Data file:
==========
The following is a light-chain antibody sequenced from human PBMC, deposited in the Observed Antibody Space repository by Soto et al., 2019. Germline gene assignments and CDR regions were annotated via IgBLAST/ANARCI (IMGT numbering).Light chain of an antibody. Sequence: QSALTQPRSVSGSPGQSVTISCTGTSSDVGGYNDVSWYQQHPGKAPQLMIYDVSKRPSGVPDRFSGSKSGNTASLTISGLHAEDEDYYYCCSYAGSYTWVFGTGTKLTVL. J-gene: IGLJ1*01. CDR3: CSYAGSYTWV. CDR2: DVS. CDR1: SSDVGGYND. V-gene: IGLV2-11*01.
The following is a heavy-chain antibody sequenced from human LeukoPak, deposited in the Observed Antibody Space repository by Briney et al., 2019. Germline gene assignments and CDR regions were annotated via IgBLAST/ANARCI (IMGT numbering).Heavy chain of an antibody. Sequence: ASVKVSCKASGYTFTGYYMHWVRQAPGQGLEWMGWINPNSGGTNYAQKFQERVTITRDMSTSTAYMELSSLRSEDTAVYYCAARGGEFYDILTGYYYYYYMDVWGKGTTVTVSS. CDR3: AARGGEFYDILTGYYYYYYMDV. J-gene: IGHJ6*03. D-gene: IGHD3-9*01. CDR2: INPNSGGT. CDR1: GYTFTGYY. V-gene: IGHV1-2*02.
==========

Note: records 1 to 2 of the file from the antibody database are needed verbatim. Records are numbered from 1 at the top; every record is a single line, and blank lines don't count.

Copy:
The following is a light-chain antibody sequenced from human PBMC, deposited in the Observed Antibody Space repository by Soto et al., 2019. Germline gene assignments and CDR regions were annotated via IgBLAST/ANARCI (IMGT numbering).Light chain of an antibody. Sequence: QSALTQPRSVSGSPGQSVTISCTGTSSDVGGYNDVSWYQQHPGKAPQLMIYDVSKRPSGVPDRFSGSKSGNTASLTISGLHAEDEDYYYCCSYAGSYTWVFGTGTKLTVL. J-gene: IGLJ1*01. CDR3: CSYAGSYTWV. CDR2: DVS. CDR1: SSDVGGYND. V-gene: IGLV2-11*01.
The following is a heavy-chain antibody sequenced from human LeukoPak, deposited in the Observed Antibody Space repository by Briney et al., 2019. Germline gene assignments and CDR regions were annotated via IgBLAST/ANARCI (IMGT numbering).Heavy chain of an antibody. Sequence: ASVKVSCKASGYTFTGYYMHWVRQAPGQGLEWMGWINPNSGGTNYAQKFQERVTITRDMSTSTAYMELSSLRSEDTAVYYCAARGGEFYDILTGYYYYYYMDVWGKGTTVTVSS. CDR3: AARGGEFYDILTGYYYYYYMDV. J-gene: IGHJ6*03. D-gene: IGHD3-9*01. CDR2: INPNSGGT. CDR1: GYTFTGYY. V-gene: IGHV1-2*02.